Category: Artist and sculptor
Paul Klee (1879 –1940) was born in Münchenbuchsee, Switzerland and was a painter whose style, though abstract, defies classification. Once he had established his painting style he worked in many different media—oil paint, watercolor, ink, pastel, etching, and others. He often combined them into one work. He used canvas, burlap, muslin, linen, gauze, cardboard, metal foils, fabric, wallpaper, and newsprint. Klee employed spray paint, knife application, stamping, glazing, and impasto, and mixed media such as oil with watercolor, water colour with pen and India ink, and oil with tempera.
Ab ovo (1917) , for example, is particularly noteworthy for its sophisticated technique. It employs watercolor on gauze and paper with a chalk ground, which produces a rich texture of triangular, circular, and crescent patterns.
So he was highly imaginative and innovative in his use of materials.
He was also left handed [Source: Rev Neurol (Paris). 1995 Mar;151(3):165-70. [Left-handed painters]. Lanthony P. Laboratoire de la vision des couleurs, Centre Hospitalier National d'Ophtalmologie des Quinze-Vingts, Paris.]
In his later work, he uses a great variety of colour palettes from nearly monochromatic to highly polychromatic. His works often have a fragile childlike quality to them and are usually on a small scale. He often used geometric forms as well as letters, numbers, and arrows, and combined them with figures of animals and people. Some works were completely abstract.
Paul Klee both came from a very musical family and was so talented on violin that, aged 11, he received an invitation to play as an exceptional member of the Bern Music Association.
In his early years, following his parents’ wishes, he focused on becoming a musician; but he decided on the visual arts during his teen years. He stated, "I didn’t find the idea of going in for music creatively particularly attractive in view of the decline in the history of musical achievement."
He was not, however, academic. He barely passed his final exams at the "Gymnasium" of Bern, where he qualified in the Humanities. In addition to his deep interests in music and art, Klee was a great reader of literature.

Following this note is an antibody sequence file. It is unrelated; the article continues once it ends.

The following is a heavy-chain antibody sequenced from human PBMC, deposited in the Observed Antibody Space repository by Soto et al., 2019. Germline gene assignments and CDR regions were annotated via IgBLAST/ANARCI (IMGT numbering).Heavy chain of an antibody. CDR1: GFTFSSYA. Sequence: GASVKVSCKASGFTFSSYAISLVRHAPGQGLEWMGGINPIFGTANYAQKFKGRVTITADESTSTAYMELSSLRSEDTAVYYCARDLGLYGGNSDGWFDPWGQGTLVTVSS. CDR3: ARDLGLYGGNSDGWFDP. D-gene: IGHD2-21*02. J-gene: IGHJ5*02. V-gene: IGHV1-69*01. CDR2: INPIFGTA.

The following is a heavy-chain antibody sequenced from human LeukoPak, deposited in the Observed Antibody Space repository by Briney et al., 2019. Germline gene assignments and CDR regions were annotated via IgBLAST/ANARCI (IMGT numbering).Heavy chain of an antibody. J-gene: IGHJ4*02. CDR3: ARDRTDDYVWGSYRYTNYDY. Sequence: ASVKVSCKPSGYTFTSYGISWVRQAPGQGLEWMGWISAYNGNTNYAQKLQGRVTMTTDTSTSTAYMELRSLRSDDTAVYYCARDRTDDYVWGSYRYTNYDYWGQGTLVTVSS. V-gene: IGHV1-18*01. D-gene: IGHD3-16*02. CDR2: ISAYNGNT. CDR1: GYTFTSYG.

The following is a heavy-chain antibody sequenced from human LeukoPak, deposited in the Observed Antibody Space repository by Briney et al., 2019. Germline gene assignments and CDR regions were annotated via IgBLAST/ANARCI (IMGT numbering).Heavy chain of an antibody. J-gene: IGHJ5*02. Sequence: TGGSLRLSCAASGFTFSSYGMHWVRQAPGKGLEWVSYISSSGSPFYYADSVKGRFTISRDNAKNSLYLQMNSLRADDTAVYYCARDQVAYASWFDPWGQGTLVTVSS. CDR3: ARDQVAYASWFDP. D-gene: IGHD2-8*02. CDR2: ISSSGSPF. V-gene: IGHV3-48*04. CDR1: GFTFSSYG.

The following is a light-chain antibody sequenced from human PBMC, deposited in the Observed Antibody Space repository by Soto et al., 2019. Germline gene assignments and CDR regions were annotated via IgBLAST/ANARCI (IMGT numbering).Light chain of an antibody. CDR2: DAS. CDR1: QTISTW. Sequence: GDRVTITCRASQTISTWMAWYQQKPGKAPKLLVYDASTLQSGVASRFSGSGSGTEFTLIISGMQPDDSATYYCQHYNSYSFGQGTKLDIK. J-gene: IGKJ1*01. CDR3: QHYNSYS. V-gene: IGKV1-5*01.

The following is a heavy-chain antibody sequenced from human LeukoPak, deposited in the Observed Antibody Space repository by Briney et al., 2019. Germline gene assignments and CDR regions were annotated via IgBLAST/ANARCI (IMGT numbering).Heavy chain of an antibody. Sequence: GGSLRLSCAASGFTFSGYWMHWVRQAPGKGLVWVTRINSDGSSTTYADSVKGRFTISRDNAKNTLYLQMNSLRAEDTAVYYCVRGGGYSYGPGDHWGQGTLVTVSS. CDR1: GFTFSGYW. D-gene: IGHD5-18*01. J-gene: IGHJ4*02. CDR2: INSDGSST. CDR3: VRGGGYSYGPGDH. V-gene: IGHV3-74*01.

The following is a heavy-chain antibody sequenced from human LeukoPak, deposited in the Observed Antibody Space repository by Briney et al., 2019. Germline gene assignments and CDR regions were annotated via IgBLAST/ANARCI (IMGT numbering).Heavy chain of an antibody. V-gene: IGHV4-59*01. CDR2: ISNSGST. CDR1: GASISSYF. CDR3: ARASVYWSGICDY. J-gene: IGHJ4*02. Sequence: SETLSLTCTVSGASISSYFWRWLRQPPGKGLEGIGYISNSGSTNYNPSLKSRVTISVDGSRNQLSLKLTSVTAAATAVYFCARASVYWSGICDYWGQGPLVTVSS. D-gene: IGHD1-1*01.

He was also early on something of a rebel. Klee spent much time in pubs and had affairs with ‘working class women’ and artists' models. He had an illegitimate son in 1900, who died several weeks after birth.
So what we can see from this is that he was a musical, artistic creative person with little intellectual ability and not a great deal of self discipline – a perfect 'right brainer'. But what makes him interesting is that despite this, he struggled early on to produce any art of any worth.
All his early work is black and white. He drew, for example, with a needle on a blackened pane of glass, and produced a cycle of eleven zinc-plate etchings called Inventions. His subject matter is depressing, sarcastic and grotesque. It is shocking, but not that good. He commented, "though I’m fairly satisfied with my etchings I can’t go on like this. I’m not a specialist." His attempt to be a magazine illustrator failed. Over time his early inclination towards the absurd and the sarcastic only increased. From 12 February to 18 March 1912 in the Galerie Goltz, 17 of his graphic works were shown. The name of this art exhibition was Schwarz-Weiß.
No one now would remember Klee if this stage of his works were his only output, but something happened to him round about 1914. Most art historians put this 'something' down to a visit to Tunisia with August Macke and Louis Moilliet. He wrote, "Colour has taken possession of me; no longer do I have to chase after it, I know that it has hold of me forever... Colour and I are one. I am a painter."
But it was as if a block had been removed from his sight – the door had been opened.